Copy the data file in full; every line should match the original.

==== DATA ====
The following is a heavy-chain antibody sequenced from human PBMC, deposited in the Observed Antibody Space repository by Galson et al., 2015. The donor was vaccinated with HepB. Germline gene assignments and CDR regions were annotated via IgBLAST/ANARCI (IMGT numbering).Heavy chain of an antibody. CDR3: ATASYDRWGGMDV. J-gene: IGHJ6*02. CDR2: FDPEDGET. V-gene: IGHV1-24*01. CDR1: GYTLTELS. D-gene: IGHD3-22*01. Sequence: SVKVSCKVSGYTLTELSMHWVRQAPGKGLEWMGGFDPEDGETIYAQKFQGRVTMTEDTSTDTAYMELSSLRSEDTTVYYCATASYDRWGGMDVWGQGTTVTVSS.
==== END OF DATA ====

The following is a heavy-chain antibody sequenced from human PBMC, deposited in the Observed Antibody Space repository by Galson et al., 2015. The donor was vaccinated with HepB. Germline gene assignments and CDR regions were annotated via IgBLAST/ANARCI (IMGT numbering).Heavy chain of an antibody. CDR3: ATASYDRWGGMDV. J-gene: IGHJ6*02. CDR2: FDPEDGET. V-gene: IGHV1-24*01. CDR1: GYTLTELS. D-gene: IGHD3-22*01. Sequence: SVKVSCKVSGYTLTELSMHWVRQAPGKGLEWMGGFDPEDGETIYAQKFQGRVTMTEDTSTDTAYMELSSLRSEDTTVYYCATASYDRWGGMDVWGQGTTVTVSS.